I saw something rather interesting today. Driving my daughter to Guelph, we rode past a farmer’s field and there in the middle of a pasture, sat an enormous rock, courtesy of the last ice age when God plunked it down, put his hands oh his hips and smiled. It’s not the only one I have seen. In geographical terms, they are called “glacial erratics”. One of these in Okotoks Alberta is called “God’s Dice” by the locals. Makes me think of Proverbs 16:33 which roughly paraphrased, is “man throws the dice but God determines how they land.”
The thing that intrigued me about the rock, was that after all the sweat the farmer had gone through clearing the field of rocks and trees, he got to this enormous boulder, sized it up, and just said, “I’m just going to leave this one alone”. There is no logical reason for this – with a few horses or a stick of dynamite, even a boulder can be removed, but I think that the farmer left it on purpose as a salutary nod to a worthy adversary.
A worthy adversary is something everyone runs into eventually. In human terms, it’s your nemesis - the equal and opposite you come up against that is powerful enough to be your undoing. It garners your respect, and with it, a sense of proper limitations and humility.
Did you ever have a worthy adversary? History celebrates them. Every famous warrior had his match. Hitler had Churchill. Richard the Lion Heart had Saladin, Napoleon had Wellington, and so it goes. We celebrate the the epic struggles of such well-matched combatants. They hold each other in high esteem with courtly gestures instead of hurling imprecations. Each wants the other to submit like a gentleman in a well-choreographed and very old drama. Say Uncle my friend, you have met your match.
Though some may object, I think marriage is this way too. You have to find someone who can wrestle you to the ground in a fair fight. This is because human beings are stubborn and proud, and it is good that life places someone in your way to challenge you when you are wrong. The creation story tells us that God made everything and ‘saw that it was good’. Then he made Adam, scratched his head, and ruminated that he might need a bit of help, so he left Adam with a woman as a way to course-correct a lifetime of travel.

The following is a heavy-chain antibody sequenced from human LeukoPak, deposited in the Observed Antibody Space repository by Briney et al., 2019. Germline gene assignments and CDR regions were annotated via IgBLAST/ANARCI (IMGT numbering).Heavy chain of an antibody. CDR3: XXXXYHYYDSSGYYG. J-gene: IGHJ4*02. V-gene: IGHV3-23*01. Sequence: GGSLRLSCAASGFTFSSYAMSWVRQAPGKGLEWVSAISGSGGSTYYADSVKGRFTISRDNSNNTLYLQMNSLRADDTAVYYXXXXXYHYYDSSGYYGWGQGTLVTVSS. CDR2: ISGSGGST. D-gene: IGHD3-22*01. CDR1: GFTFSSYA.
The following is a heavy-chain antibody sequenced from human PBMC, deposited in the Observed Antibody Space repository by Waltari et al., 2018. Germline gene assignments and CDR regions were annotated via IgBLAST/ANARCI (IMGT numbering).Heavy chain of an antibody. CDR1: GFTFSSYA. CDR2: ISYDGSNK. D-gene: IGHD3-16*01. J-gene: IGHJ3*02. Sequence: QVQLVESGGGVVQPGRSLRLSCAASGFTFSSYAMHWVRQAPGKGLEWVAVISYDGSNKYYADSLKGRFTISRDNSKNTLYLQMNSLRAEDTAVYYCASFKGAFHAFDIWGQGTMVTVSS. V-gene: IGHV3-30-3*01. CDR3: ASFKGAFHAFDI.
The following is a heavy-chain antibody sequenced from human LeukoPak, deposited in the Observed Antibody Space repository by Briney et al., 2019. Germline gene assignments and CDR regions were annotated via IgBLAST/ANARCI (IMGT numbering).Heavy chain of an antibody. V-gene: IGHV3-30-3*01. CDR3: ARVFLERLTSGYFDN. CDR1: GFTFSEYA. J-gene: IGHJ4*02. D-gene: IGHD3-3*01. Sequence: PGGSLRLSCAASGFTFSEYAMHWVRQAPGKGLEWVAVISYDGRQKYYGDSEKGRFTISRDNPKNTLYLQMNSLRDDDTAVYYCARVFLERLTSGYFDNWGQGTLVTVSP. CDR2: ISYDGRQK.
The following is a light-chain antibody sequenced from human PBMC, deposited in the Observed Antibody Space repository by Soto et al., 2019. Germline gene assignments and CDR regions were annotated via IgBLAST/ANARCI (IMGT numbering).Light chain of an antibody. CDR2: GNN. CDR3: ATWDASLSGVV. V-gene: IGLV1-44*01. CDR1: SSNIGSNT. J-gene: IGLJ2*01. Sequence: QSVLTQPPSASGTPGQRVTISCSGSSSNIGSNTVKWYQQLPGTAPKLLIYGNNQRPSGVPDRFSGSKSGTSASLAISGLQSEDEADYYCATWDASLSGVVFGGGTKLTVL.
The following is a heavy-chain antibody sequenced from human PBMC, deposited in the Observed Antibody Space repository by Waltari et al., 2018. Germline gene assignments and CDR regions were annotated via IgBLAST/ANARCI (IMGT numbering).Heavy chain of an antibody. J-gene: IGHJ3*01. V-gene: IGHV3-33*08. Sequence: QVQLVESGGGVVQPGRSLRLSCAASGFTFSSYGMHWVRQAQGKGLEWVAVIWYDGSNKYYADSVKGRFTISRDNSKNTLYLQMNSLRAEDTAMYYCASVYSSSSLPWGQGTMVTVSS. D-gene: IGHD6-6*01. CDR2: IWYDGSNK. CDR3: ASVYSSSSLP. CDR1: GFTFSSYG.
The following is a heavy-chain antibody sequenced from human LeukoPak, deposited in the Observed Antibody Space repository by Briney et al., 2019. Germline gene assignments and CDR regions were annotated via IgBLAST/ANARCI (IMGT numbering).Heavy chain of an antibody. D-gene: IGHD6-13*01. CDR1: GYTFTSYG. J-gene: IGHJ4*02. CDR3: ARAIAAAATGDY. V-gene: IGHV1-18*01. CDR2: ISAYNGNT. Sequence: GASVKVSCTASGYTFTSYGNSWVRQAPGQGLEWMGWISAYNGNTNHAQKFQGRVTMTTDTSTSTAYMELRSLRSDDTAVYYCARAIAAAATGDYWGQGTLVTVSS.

To have it too easy, is never a good thing. Life should give you a run for your money. It is a plot extender. I suspect that people who peak early and have nothing else to find out about their potential, could use a good adversary to spur them to their best. For those parents who wait hand and foot on your kids... perhaps the best thing you could give is a bit of necessity – not a sheltered life that will make them weak and inept. Why? Because necessity is inexorably the mother of invention. If you doubt that competition and need raises the boat for everyone, look at a communist country where everyone is supposedly equal and everything has fallen into a laissez-faire malaise. It is good to be challenged. It pushes you to your best.
This is true even on a theological level. To get everything you want, is to become spoiled and lazy like a child. I have heard it preached about the book of Job in the Bible, that for God to save you he must oppose you. In Job’s words, “God himself has compassed me in his net.” God knocks out the spider webs when life takes you to task. It will happen. Everyone gets their day.
The most odd thing about human beings is they seem to instinctively seek out adversity if none exists. It’s the proverbial mountain climber who climbs the mountain ‘because it is there’ all the way down to those who engage in high risk activities, the kind they warn you about on insurance policies. Adversity measures you, and mankind seeks to be measured.
As if in recognition of this, the farmer left the boulder in the field as an image of the puzzle we all stumble upon sooner or later, the worthy adversary which will block our path. To confront that spectre, is to meet our match. If we pause to take stock, left with a sense of proper humility, then all is as it should be.